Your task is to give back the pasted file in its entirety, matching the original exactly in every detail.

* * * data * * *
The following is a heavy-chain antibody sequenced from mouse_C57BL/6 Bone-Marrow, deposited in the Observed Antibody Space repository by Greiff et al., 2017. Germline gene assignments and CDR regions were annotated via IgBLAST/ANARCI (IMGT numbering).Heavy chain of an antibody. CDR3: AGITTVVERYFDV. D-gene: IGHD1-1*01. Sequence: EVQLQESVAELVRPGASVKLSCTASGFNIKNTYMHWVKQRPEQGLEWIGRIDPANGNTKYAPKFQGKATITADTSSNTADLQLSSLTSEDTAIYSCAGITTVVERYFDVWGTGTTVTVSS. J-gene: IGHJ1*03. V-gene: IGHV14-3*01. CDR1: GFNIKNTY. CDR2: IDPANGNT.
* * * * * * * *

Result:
The following is a heavy-chain antibody sequenced from mouse_C57BL/6 Bone-Marrow, deposited in the Observed Antibody Space repository by Greiff et al., 2017. Germline gene assignments and CDR regions were annotated via IgBLAST/ANARCI (IMGT numbering).Heavy chain of an antibody. CDR3: AGITTVVERYFDV. D-gene: IGHD1-1*01. Sequence: EVQLQESVAELVRPGASVKLSCTASGFNIKNTYMHWVKQRPEQGLEWIGRIDPANGNTKYAPKFQGKATITADTSSNTADLQLSSLTSEDTAIYSCAGITTVVERYFDVWGTGTTVTVSS. J-gene: IGHJ1*03. V-gene: IGHV14-3*01. CDR1: GFNIKNTY. CDR2: IDPANGNT.